Two local scuba diving enthusiasts, Douglas Lowes and Steve Moye, have taken it upon themselves to create a club to bring together other divers in the area, dubbing it the Cranbrook Scuba Diving Club.
“Our intent is we know that there’s lots of divers in this area,” said Moye, a dive master with around 12 years and 200 dives under his belt. “The problem is nobody knows anybody, and there’s great lakes around here, we’ve got some beautiful lakes.”
Though local waters present some challenges to divers unlike you’d encounter in exotic locations such as Cuba or Mexico — cold water and low visibility, for example —Lowe and Moye are certainly not the only enthusiasts in the region, and they hope to create a network to allow divers to connect with each other.
“You need to have a dive buddy,” explained Lowes, who has been diving for 17 years and has a total of 35. “This is a basic safety requirement, it’s an essential. I may want to go diving and I can’t because I don’t have a dive buddy.”
For their first event, the club teamed up with Just Liquid Sports and assisted CIBC Cranbrook with their annual shoreline cleanup. Columbia Basin Trust hopped on board as a sponsor, providing some prizes for attendees, and Rob Porter of Just Liquid was on hand giving free refills of oxygen for the divers’ tanks.
“The lake cleanups are important because as big of a problem it is that people are throwing garbage in the bush, it equally happens in the lakes,” Lowes said. “Where people think nothing of dropping stuff in lakes because it’s hidden, nobody sees it.”
As well as a propane tank and other scattered debris, the team pulled out dozens upon dozens of empty beer cans and bottles. In addition to the actual cleanup, there were some recreational events as well, for instance, they set up a course below the surface for the divers to navigate around finding buoys to win prizes.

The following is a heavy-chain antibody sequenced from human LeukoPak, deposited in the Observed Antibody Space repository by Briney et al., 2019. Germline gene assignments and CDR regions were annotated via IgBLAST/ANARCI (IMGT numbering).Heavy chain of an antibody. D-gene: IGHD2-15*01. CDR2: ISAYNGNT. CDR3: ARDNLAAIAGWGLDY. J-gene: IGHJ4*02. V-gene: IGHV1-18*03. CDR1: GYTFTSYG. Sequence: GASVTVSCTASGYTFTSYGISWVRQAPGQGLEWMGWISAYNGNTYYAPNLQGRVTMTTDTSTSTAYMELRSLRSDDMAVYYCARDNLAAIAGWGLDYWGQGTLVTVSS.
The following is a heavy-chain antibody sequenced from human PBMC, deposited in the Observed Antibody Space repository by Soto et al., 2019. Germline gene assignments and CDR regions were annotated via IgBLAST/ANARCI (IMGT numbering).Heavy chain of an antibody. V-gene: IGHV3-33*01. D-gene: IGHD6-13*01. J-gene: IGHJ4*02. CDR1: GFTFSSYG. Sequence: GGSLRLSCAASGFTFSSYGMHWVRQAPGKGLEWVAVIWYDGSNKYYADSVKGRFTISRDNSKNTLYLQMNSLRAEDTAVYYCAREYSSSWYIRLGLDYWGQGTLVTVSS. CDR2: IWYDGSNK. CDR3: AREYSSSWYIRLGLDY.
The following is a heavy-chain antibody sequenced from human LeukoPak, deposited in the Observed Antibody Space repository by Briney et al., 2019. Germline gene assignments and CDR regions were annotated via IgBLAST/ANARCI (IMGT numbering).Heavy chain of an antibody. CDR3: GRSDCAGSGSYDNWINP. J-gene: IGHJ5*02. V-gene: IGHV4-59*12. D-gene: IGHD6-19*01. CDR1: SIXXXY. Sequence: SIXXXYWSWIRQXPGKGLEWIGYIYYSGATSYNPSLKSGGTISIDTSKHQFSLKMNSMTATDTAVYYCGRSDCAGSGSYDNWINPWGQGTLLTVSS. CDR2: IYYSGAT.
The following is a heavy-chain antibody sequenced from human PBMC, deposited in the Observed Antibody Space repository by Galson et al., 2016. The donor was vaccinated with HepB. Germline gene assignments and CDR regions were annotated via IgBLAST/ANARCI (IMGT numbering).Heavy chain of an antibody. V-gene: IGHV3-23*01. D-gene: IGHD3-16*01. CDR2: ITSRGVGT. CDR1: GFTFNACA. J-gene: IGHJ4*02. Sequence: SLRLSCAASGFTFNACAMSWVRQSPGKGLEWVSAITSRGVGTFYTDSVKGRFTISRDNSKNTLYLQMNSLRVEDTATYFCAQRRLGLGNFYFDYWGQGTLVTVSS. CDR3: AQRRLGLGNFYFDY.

Two instructors along with Moye were present, promoting dive education — which is going to be a big mandate of the club. People who haven’t dived in a while can come take a refresher, and people who are brand new to diving can come and take their open water certification.
Going forward, the potential for diving around this region is huge.
“There’s some pretty cool sites around here,” Moye said. “Kootenay Lake has wrecks, Moyie Lake just over here by Moyie Store, I’ve dove there and there’s the old mine and right by the Moyie Store there’s a mine shaft that’s broken off. There’s history in these lakes.”
Another fascinating location for diving is Premier Lake, where Lowes and Moye explain there is a 60-foot wall covered in “fresh-water coral” — a species that is not native to this planet. A scientist friend of Moye suspects it may have come here on a meteorite. Premier Lake is one of three sites in North America known to have this coral.
“NASA actually came out and took samples of this coral, because it’s microbic in nature and they figure that life on other planets could be like that, say Europa below the ice, because even with low oxygen, cold water, low light,” Lowes said.
They hope to do their next dive event in Premier some time in mid July.
Moving forward, the duo plans to create a registration form on the Cranbrook Scuba Divers Facebook page, that would allow new and potential members to answer a few questions indicating what level they’re at, what certifications they have and how many dives they’ve done and what they would like to see out of the club and where they’d like to dive.